There is an ever-present need to identify novel mosquito insecticides that are more effective and selective, and entail new mechanisms of action. This may require homology modeling for identifying novel chemistries and insect-specific modes of regulation of already established targets, as was performed for the housefly VGSC (O’Reilly et al., 2006). Alternatively, it may be necessary to screen for novel sites in genes that are well established insecticide targets, as was performed for the isooxazoline insecticide, A1443, a ligand-gated chloride channel antagonist (García-Reynaga et al., 2013). It is also crucial to uncover entirely novel biochemical targets, as was the case with specific classes of diamides that were found to modulate insect ryanodine receptor function (Sattelle et al., 2008). Molecular targets that regulate developmental pathways in insects, such as cell death, autophagy, molting, and basic organelle function could also be exploited. In fact, the importance of autophagy in the fat body, and ecdysone signaling in regulating molting and other aspects of mosquito physiology, has been described extensively, highlighting their potential utilization as targets of insecticides (Bryant and Raikhel, 2011; Childs et al., 2016; Shaw and Catteruccia, 2019; Werling et al., 2019; Brown et al., 2020; Ekoka et al., 2021; Maharaj et al., 2022). While, undoubtedly, studies in fruit flies can contribute to our understanding of all these putative aspects of mosquito insecticide development, we propose that developing insecticides that disrupt organelle function to cause cell death, especially those that inhibit mitochondrial CI assembly, via a mechanism distinct from how CI assembly is regulated in humans, holds great promise for identifying new and insect-specific targets of insecticides. However, we note that at best, Dm should only be regarded as a complementary model system for studying mosquito insecticide resistance as any promising leads would have to be confirmed in mosquitoes.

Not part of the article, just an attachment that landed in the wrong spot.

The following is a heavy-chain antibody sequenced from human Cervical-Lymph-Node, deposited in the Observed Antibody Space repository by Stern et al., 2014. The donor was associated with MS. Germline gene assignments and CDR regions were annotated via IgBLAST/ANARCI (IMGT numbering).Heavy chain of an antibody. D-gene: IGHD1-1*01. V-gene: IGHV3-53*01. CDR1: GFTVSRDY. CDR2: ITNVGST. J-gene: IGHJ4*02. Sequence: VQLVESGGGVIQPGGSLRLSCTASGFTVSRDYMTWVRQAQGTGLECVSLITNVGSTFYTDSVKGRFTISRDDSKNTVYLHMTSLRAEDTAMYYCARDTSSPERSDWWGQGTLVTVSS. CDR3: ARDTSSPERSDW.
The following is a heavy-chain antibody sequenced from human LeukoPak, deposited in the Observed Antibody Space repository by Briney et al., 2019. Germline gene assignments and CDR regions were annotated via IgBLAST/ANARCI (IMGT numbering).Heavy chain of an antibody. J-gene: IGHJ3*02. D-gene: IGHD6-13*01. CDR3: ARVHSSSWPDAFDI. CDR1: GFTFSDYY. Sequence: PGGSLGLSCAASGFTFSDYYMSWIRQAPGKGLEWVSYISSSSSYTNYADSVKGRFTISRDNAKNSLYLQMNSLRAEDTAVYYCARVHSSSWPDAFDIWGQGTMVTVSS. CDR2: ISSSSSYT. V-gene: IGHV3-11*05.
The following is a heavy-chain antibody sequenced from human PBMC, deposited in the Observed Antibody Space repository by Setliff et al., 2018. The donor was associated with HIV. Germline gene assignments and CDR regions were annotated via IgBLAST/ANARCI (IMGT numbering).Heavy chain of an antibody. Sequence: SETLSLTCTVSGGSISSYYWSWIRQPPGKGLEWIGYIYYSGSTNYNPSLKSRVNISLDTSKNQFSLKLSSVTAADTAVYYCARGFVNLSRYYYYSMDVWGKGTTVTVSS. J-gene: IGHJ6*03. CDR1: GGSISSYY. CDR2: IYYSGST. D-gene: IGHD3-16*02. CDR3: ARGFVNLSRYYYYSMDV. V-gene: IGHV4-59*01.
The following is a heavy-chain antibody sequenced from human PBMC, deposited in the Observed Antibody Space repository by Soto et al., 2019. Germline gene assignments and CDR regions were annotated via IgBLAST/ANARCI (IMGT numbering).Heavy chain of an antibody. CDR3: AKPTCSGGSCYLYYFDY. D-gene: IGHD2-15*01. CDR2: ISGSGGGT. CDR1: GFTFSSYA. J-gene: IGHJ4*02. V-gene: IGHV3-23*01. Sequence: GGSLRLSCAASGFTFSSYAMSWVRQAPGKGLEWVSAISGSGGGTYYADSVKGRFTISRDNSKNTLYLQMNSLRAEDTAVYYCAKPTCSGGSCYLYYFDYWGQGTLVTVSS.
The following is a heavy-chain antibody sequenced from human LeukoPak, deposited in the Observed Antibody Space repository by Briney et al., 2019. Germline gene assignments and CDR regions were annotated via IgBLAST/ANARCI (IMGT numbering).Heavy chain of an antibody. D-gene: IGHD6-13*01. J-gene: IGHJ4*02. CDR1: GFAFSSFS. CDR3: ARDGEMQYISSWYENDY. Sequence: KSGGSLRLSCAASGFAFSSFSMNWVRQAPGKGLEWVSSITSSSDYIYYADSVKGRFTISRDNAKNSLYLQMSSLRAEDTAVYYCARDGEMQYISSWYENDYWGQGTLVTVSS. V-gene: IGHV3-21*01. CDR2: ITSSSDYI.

EO-A wrote the review and got feedback from KFBH and DV. All authors contributed to the generation of the figure. All authors approve the submission.
Funding for this review was provided by a Schaefer Research Scholars award and NIH grants AR077312 (R21), GM124717 (R35) and GM147902-01A1 (R01), and start-up funds from the Department of Physiology and Cellular Biophysics of the Columbia University Irving Medical Center to EO-A. KFBH and DV were supported by the aforementioned funds listed to EO-A.